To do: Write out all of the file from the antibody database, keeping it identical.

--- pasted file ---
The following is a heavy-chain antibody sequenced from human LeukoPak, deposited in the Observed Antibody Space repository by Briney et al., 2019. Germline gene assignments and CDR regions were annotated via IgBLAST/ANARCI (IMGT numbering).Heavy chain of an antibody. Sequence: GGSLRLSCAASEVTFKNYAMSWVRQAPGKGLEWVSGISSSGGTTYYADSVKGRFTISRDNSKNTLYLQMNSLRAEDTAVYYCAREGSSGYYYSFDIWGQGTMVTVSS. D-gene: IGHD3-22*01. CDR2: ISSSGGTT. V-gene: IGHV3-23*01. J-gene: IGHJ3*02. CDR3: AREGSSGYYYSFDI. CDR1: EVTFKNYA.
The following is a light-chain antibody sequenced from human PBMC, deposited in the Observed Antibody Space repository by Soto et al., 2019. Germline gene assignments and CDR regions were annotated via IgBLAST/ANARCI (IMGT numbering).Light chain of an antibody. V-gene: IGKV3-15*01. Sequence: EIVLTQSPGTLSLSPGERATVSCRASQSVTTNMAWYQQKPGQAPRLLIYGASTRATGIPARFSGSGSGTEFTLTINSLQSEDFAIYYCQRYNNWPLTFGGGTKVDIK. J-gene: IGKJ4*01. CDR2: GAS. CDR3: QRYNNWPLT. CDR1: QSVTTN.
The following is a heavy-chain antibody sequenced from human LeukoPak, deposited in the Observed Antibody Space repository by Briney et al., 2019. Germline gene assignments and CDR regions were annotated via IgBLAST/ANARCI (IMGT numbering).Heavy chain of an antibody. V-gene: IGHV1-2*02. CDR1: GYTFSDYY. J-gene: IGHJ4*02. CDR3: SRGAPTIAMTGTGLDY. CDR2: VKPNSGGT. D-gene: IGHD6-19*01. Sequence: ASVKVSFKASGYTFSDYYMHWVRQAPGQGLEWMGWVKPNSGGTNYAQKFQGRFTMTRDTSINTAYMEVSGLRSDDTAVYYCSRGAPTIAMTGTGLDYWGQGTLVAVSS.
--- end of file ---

The following is a heavy-chain antibody sequenced from human LeukoPak, deposited in the Observed Antibody Space repository by Briney et al., 2019. Germline gene assignments and CDR regions were annotated via IgBLAST/ANARCI (IMGT numbering).Heavy chain of an antibody. Sequence: GGSLRLSCAASEVTFKNYAMSWVRQAPGKGLEWVSGISSSGGTTYYADSVKGRFTISRDNSKNTLYLQMNSLRAEDTAVYYCAREGSSGYYYSFDIWGQGTMVTVSS. D-gene: IGHD3-22*01. CDR2: ISSSGGTT. V-gene: IGHV3-23*01. J-gene: IGHJ3*02. CDR3: AREGSSGYYYSFDI. CDR1: EVTFKNYA.
The following is a light-chain antibody sequenced from human PBMC, deposited in the Observed Antibody Space repository by Soto et al., 2019. Germline gene assignments and CDR regions were annotated via IgBLAST/ANARCI (IMGT numbering).Light chain of an antibody. V-gene: IGKV3-15*01. Sequence: EIVLTQSPGTLSLSPGERATVSCRASQSVTTNMAWYQQKPGQAPRLLIYGASTRATGIPARFSGSGSGTEFTLTINSLQSEDFAIYYCQRYNNWPLTFGGGTKVDIK. J-gene: IGKJ4*01. CDR2: GAS. CDR3: QRYNNWPLT. CDR1: QSVTTN.
The following is a heavy-chain antibody sequenced from human LeukoPak, deposited in the Observed Antibody Space repository by Briney et al., 2019. Germline gene assignments and CDR regions were annotated via IgBLAST/ANARCI (IMGT numbering).Heavy chain of an antibody. V-gene: IGHV1-2*02. CDR1: GYTFSDYY. J-gene: IGHJ4*02. CDR3: SRGAPTIAMTGTGLDY. CDR2: VKPNSGGT. D-gene: IGHD6-19*01. Sequence: ASVKVSFKASGYTFSDYYMHWVRQAPGQGLEWMGWVKPNSGGTNYAQKFQGRFTMTRDTSINTAYMEVSGLRSDDTAVYYCSRGAPTIAMTGTGLDYWGQGTLVAVSS.